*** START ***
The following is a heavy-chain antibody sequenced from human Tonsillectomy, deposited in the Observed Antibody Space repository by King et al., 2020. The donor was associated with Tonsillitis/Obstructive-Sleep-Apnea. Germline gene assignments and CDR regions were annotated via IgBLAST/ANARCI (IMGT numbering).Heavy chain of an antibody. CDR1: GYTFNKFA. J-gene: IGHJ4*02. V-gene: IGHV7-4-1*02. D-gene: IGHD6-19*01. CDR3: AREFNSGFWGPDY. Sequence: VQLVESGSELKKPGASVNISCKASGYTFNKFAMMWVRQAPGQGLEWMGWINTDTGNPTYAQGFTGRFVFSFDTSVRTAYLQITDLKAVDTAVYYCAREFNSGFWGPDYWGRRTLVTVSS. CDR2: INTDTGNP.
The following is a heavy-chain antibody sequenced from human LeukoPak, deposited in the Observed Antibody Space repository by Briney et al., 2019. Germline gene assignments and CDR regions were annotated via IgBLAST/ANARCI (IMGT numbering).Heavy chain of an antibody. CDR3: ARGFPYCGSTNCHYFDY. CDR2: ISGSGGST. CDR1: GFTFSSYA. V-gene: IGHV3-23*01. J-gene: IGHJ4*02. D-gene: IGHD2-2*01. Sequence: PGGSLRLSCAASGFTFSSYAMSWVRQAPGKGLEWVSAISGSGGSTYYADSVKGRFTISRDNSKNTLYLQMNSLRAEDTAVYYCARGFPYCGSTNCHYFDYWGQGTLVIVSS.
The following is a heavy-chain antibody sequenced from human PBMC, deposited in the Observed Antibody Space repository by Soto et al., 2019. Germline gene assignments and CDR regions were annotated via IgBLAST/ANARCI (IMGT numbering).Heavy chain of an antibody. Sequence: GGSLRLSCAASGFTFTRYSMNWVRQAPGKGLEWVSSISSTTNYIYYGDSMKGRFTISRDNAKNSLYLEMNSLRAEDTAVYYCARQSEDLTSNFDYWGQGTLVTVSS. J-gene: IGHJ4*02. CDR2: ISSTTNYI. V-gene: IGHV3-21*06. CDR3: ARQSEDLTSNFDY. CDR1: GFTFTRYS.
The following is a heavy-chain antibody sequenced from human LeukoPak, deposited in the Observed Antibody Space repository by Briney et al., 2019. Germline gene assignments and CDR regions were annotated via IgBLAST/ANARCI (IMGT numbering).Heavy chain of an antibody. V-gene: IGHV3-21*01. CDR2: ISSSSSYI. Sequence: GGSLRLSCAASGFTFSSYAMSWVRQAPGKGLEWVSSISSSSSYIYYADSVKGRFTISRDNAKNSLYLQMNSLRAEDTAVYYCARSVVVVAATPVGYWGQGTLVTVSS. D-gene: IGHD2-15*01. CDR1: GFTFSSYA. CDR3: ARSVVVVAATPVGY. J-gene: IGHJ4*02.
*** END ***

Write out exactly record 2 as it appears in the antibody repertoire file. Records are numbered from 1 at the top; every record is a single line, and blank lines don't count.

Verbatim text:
The following is a heavy-chain antibody sequenced from human LeukoPak, deposited in the Observed Antibody Space repository by Briney et al., 2019. Germline gene assignments and CDR regions were annotated via IgBLAST/ANARCI (IMGT numbering).Heavy chain of an antibody. CDR3: ARGFPYCGSTNCHYFDY. CDR2: ISGSGGST. CDR1: GFTFSSYA. V-gene: IGHV3-23*01. J-gene: IGHJ4*02. D-gene: IGHD2-2*01. Sequence: PGGSLRLSCAASGFTFSSYAMSWVRQAPGKGLEWVSAISGSGGSTYYADSVKGRFTISRDNSKNTLYLQMNSLRAEDTAVYYCARGFPYCGSTNCHYFDYWGQGTLVIVSS.